Samoan film-maker aims to inspire
First-time film director Jordan Kwan wants to create characters which Samoan people can relate to and are inspired by.
The CBD resident decided earlier this year he would produce a feature film by December, despite not having any formal training in film-making.
He is an amateur photographer who has earned a living taking photos for weddings and events for the past three years.
The transition to video was a natural one, he says. He’s had a bit of practice making TV commercials, online videos and a short film.
The feature film is a love story set in a law firm. The protagonists are working on a case where a man is wrongfully imprisoned for 18 years. As they try to seek justice for the man, the characters also discover a few things about themselves.
The screenplay for the film Liliu Le Taimi: A Modern Samoan Love Story took a little over a month to write and the crew of 12 have shot and edited about 40 minutes of usable footage.
It hasn’t been all plain sailing. The first weekend was an absolute nightmare, Kwan says.
‘‘Our schedule was very unfocused. For example, we didn’t allow enough time in between shoots to set up and break down the gear and we didn’t think about what time of day it would be when we were shooting scenes.’’
Since then things have been looking up and Kwan is using the crowdfunding website Spark My Potential to try to raise the $10,000 he needs to complete the film.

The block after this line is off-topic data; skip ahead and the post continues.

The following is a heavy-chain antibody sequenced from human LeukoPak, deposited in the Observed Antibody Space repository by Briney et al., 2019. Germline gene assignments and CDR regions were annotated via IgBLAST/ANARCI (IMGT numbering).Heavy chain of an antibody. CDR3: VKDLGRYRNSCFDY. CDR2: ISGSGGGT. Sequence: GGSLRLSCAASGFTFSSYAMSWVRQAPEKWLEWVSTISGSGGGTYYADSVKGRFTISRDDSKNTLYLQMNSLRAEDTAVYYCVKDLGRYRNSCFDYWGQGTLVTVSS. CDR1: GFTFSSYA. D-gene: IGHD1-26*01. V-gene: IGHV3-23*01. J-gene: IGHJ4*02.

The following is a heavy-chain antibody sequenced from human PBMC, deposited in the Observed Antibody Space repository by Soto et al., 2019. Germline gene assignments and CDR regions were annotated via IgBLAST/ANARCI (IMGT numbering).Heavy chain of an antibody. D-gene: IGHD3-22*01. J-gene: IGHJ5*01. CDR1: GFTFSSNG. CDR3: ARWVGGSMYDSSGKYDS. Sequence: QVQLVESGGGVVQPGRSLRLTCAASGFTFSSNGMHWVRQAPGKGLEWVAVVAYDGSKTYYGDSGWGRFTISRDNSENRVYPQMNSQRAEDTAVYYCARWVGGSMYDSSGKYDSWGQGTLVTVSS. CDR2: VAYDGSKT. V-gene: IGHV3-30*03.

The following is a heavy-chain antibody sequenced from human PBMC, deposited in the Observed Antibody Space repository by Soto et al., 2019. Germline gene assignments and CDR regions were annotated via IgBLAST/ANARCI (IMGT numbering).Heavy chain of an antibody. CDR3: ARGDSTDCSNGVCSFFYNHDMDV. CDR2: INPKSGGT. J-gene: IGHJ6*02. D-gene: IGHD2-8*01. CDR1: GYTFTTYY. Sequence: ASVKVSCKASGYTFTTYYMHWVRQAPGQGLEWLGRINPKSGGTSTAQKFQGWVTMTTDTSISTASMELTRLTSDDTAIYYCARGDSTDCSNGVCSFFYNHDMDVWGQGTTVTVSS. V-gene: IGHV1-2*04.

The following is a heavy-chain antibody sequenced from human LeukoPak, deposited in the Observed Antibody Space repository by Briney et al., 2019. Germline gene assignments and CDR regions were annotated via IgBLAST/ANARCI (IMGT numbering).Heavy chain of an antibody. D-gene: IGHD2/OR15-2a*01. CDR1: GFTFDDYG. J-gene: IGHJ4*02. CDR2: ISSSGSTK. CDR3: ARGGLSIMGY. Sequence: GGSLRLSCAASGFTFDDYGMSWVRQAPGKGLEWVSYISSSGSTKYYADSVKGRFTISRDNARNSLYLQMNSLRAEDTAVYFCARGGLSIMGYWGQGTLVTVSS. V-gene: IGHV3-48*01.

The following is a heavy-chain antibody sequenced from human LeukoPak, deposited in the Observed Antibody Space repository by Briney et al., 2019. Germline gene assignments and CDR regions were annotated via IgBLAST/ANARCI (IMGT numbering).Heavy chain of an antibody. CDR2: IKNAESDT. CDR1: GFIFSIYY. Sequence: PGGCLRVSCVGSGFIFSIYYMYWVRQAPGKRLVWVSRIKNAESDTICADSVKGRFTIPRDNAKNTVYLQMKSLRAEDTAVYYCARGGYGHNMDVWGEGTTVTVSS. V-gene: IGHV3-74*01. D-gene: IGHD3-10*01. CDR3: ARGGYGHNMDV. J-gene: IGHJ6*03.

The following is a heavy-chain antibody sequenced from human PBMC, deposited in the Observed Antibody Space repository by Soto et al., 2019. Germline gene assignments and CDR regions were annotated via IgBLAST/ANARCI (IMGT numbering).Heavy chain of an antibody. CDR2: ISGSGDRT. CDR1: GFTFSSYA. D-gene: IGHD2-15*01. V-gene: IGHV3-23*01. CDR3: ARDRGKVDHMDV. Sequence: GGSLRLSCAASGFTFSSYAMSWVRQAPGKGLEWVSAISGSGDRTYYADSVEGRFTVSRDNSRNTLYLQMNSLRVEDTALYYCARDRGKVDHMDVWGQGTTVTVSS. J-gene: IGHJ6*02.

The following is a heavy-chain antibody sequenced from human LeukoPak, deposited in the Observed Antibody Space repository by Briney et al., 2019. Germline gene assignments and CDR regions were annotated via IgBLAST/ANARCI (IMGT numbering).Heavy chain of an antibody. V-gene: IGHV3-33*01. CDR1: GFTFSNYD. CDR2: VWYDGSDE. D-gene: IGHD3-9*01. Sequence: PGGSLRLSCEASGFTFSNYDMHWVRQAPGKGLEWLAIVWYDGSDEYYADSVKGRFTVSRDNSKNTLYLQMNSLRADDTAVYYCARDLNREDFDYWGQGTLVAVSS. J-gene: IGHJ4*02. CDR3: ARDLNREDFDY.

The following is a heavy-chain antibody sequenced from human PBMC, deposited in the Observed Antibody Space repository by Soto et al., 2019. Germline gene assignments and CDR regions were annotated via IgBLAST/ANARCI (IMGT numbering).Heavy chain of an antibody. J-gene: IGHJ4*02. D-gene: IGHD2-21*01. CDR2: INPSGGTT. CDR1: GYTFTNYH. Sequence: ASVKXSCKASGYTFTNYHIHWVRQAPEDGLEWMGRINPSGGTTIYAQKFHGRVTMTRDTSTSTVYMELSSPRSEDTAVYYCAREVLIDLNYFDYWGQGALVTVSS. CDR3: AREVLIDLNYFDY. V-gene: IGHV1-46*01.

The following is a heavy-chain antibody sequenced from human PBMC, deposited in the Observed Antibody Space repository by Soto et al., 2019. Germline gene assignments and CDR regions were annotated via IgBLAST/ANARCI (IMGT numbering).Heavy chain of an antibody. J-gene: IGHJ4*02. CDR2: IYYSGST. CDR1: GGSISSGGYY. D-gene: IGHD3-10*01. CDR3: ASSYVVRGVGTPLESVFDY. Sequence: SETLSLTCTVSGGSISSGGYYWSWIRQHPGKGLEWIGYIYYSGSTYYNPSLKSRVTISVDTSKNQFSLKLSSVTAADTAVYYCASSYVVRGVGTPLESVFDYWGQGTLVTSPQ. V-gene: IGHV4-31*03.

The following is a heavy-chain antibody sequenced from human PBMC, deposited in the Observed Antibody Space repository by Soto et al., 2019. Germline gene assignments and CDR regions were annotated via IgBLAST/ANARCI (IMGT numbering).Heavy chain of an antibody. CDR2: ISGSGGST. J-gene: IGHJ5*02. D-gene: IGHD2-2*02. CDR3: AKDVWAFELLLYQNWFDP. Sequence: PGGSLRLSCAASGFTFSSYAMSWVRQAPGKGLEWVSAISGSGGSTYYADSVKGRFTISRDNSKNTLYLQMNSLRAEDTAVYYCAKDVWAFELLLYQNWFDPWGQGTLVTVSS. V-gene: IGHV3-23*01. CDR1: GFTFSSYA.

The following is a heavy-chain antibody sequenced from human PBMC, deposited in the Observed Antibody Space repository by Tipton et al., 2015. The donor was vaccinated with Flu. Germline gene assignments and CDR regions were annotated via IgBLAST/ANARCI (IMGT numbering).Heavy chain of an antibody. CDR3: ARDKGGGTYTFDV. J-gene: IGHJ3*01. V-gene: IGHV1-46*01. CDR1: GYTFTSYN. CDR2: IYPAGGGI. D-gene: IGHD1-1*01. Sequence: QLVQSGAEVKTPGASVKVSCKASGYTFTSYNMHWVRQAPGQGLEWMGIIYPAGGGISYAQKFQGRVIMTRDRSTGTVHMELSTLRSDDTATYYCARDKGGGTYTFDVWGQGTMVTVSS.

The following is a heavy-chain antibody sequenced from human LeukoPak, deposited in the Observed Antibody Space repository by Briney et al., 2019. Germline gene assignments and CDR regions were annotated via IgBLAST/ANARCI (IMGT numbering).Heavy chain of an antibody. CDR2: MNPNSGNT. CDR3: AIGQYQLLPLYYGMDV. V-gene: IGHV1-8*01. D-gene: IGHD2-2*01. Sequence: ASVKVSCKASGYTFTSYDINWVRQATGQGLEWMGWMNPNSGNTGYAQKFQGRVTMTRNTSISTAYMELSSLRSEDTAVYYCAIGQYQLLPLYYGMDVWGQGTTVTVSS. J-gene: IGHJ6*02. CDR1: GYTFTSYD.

The 25-year-old was born in Auckland but moved to Samoa when he was 4 and returned to New Zealand when he was 18. Working as a cleaner when he first arrived was an eye-opening experience, he says.
‘‘I wasn’t very familiar with how things worked here since I’d grown up in Samoa. It was a bit heartbreaking seeing how many Maori and Pacific people are working in low-paid jobs.
‘‘There’s nothing wrong with an honest day’s work but I’d like to see more of my people with high-achieving knowledge-based vocations.
‘‘I think far too often in Samoan movies the roles reflect the reality of being poor but I want to actually inspire people. I want to have three-dimensional characters with professional jobs.’’
The characters in the film speak a mix of Samoan and English, Kwan says.
‘‘It reflects the reality of our generation because we tend to speak in and out of Samoan. It’s genuine and natural.’’
The film is also a critique of how patriarchal Samoan culture is, he says.
‘‘I’m trying to hold up a mirror to show how we treat women in Samoa. According to our traditions we respect women but I sometimes feel they aren’t treated very well.
‘‘In some small way I’m trying to contribute towards film roles that Samoans can see themselves represented in and at the same time try to bring about social change.’’
Challenging stereotypes: Film director Jordan Kwan hopes to present inspiring characters in his first feature
Go to aucklandcityharbour news.co.nz to watch a video where Jordan Kwan explains the idea behind his first feature film.